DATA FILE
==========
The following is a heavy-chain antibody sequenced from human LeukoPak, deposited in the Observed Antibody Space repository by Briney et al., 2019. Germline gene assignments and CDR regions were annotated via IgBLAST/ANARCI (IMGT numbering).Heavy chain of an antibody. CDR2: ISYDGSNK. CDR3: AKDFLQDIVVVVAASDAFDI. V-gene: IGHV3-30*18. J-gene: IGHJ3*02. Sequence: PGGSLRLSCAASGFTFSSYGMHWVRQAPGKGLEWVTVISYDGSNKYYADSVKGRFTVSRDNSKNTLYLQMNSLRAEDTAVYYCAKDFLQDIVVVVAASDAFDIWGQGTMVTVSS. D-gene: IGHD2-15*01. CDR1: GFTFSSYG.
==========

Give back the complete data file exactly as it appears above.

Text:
The following is a heavy-chain antibody sequenced from human LeukoPak, deposited in the Observed Antibody Space repository by Briney et al., 2019. Germline gene assignments and CDR regions were annotated via IgBLAST/ANARCI (IMGT numbering).Heavy chain of an antibody. CDR2: ISYDGSNK. CDR3: AKDFLQDIVVVVAASDAFDI. V-gene: IGHV3-30*18. J-gene: IGHJ3*02. Sequence: PGGSLRLSCAASGFTFSSYGMHWVRQAPGKGLEWVTVISYDGSNKYYADSVKGRFTVSRDNSKNTLYLQMNSLRAEDTAVYYCAKDFLQDIVVVVAASDAFDIWGQGTMVTVSS. D-gene: IGHD2-15*01. CDR1: GFTFSSYG.